Delaware’s primary election will be held across the state on Tuesday, Sept. 15, from 7 a.m. to 8 p.m. Primary voting is only for voters who are registered as Democrats or Republicans, to choose which candidates will represent their respective political parties in the Nov. 3 general election.
People can vote in-person. Or with some pre-planning, absentee voting and vote-by-mail are also still available.
Delawareans will be back at their traditional polling places of fire halls, town halls and schools (unlike the July presidential primary election, where people could choose their voting location).
Contested elections for the 2020 primary include:
Sussex County Democrats
• U.S. Senator (Christopher Coons of Wilmington or Jessica Scarane of Wilmington)
• Governor (John Carney Jr. of Wilmington or David Lamar Williams Jr. of Camden-Wyoming)
• Insurance Commissioner (Kayode Abegunde of New Castle or Trinidad Navarro of Bear)
Sussex County Republicans
• U.S. Senator (James “Jim” DeMartino of Lewes or Lauren Witzke of Delmar)
• Representative in Congress (Matthew Hathaway Morris of Wilmington or Lee Murphy of Wilmington)
• Governor (Colin Bonini of Camden, David Bosco of Greenwood, Dave Graham of Smyrna, Julianne Murray of Seaford, Bryant Richardson of Seaford or R.E. Scott Walker of Wilmington
• Sussex County Council, District 2 (Lisa Hudson Briggs of Georgetown, Cynthia Green of Greenwood or Robert D. Wilson of Georgetown)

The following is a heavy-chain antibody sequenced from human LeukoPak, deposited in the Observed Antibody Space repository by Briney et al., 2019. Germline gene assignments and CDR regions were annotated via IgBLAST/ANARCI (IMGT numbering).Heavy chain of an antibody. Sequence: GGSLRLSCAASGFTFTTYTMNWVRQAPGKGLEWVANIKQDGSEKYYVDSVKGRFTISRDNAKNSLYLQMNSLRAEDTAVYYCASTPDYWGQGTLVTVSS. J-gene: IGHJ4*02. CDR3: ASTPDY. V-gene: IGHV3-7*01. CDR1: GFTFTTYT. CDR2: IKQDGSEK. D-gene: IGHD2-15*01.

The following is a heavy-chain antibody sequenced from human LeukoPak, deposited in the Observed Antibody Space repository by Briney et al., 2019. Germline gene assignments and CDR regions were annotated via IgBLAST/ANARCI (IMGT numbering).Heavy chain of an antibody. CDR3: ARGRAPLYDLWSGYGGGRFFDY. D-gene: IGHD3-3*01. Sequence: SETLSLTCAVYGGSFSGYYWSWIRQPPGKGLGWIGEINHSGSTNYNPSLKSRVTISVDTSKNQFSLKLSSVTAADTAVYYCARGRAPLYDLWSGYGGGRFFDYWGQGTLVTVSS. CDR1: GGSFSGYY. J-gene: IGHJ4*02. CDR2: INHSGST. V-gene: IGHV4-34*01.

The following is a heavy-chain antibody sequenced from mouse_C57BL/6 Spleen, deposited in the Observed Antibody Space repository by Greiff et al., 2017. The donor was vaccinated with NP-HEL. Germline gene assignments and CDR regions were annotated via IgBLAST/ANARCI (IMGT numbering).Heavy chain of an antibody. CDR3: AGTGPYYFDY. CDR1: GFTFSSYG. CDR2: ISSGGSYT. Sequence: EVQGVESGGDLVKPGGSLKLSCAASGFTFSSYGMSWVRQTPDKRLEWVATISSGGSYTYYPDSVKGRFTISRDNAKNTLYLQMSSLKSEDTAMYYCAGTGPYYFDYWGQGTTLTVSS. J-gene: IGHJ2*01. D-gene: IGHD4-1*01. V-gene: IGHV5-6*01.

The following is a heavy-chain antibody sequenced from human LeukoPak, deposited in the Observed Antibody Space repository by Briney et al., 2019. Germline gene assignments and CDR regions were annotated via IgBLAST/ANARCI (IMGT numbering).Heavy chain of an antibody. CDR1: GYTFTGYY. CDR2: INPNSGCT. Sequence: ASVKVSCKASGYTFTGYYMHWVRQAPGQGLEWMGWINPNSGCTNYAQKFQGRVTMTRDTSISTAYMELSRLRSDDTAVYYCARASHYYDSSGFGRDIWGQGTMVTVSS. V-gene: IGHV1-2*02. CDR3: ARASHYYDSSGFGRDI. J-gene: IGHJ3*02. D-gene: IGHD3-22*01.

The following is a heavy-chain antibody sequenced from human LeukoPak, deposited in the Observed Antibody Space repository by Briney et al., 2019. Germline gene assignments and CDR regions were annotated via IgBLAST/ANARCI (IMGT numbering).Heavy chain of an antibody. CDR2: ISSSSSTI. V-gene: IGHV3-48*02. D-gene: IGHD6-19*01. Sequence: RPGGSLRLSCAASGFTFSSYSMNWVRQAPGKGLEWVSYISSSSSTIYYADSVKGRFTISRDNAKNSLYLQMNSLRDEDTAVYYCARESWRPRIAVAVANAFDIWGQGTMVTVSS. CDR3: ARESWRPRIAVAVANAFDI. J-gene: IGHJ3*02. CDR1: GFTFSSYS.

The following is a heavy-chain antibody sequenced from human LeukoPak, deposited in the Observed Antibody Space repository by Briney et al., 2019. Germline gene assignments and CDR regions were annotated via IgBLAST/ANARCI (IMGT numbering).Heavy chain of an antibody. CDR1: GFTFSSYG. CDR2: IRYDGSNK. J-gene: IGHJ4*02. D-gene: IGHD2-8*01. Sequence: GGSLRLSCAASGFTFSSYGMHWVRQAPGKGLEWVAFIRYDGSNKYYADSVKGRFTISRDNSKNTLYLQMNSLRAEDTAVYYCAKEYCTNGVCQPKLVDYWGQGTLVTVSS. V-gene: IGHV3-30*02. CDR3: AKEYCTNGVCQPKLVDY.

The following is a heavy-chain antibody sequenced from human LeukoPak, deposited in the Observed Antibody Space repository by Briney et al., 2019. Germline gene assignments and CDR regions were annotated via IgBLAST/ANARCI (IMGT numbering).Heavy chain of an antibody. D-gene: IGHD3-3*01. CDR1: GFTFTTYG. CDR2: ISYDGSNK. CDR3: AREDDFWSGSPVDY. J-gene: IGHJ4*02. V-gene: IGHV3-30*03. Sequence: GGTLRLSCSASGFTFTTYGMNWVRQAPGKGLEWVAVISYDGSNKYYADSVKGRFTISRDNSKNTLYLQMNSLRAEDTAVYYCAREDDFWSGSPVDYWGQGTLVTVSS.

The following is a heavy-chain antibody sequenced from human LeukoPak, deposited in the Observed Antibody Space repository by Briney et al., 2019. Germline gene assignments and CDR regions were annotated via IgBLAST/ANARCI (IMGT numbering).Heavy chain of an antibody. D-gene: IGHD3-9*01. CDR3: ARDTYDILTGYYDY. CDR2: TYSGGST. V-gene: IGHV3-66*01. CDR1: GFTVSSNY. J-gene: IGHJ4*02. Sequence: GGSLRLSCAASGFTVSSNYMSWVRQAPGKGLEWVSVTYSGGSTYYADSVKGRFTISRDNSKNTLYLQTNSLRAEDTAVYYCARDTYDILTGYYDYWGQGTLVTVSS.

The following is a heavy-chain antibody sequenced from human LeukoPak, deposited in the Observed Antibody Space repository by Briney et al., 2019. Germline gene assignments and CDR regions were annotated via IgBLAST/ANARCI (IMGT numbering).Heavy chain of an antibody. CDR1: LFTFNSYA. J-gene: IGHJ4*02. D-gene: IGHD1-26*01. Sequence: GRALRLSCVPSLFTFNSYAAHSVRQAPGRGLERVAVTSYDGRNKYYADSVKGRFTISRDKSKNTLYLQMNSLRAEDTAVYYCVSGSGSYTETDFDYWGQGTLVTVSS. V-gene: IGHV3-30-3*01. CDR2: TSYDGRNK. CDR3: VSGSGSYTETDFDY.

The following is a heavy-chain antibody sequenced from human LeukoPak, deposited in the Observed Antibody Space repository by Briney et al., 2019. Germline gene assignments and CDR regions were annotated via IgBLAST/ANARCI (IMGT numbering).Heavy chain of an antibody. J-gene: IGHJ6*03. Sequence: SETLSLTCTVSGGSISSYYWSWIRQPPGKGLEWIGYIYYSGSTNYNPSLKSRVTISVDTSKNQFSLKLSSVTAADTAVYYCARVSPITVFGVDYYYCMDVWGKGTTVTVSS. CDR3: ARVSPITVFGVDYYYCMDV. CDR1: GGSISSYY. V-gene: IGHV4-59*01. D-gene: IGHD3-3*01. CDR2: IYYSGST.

• Sussex County Council, District 3 (Irwin “I.G.” Burton III of Lewes or Mark Schaeffer of Lewes)
There are other contested races in other parts of Delaware, too, while Neil Shea withdrew from the Republican governor’s race.
Eligible voters must be a state resident; a U.S. citizen; at least 18 years of age by the Nov. 3 general election; and registered to vote in Delaware.
For voters, the deadline to register or change parties for the Sept. 15 Primary Election has already passed. People are not required to choose a party in order to participate in the Nov. 3 general election, but they must be registered to vote by Oct. 10 (or Oct. 19 for uniformed service members and citizens living outside the U.S.).
Voters can find a “one-stop shop” for voting online at https://ivote.de.gov (register to vote, update address or political affiliation, find polling locations and view sample ballots).
People can also contact the Department of Elections, Sussex County Office at 119 N. Race Street, P.O. Box 457, Georgetown DE 19947. The phone number is (302) 856-5367. The email address is firstname.lastname@example.org (general information) or email@example.com (absentee voting).
Reminders for in-person voting
All in-person voters should expect to wear masks and socially distance. If indoor spaces fill up, voters may need to wait in line outdoors. To protect the public and poll workers, there will be face shields, hand sanitizer, rubber gloves and alcohol wipes for the machines.
Voters are being warned that they will come within 6 feet of poll workers during sign-in and during the machine tutorial.